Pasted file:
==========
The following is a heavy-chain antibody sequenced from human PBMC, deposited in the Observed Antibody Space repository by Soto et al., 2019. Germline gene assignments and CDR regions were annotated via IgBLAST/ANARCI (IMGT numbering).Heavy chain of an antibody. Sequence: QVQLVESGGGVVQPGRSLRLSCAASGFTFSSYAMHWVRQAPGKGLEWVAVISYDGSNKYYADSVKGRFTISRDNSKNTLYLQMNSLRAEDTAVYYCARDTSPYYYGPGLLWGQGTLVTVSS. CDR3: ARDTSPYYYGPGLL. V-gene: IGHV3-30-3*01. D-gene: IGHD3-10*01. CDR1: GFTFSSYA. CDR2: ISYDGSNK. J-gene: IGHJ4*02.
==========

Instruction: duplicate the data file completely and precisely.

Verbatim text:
The following is a heavy-chain antibody sequenced from human PBMC, deposited in the Observed Antibody Space repository by Soto et al., 2019. Germline gene assignments and CDR regions were annotated via IgBLAST/ANARCI (IMGT numbering).Heavy chain of an antibody. Sequence: QVQLVESGGGVVQPGRSLRLSCAASGFTFSSYAMHWVRQAPGKGLEWVAVISYDGSNKYYADSVKGRFTISRDNSKNTLYLQMNSLRAEDTAVYYCARDTSPYYYGPGLLWGQGTLVTVSS. CDR3: ARDTSPYYYGPGLL. V-gene: IGHV3-30-3*01. D-gene: IGHD3-10*01. CDR1: GFTFSSYA. CDR2: ISYDGSNK. J-gene: IGHJ4*02.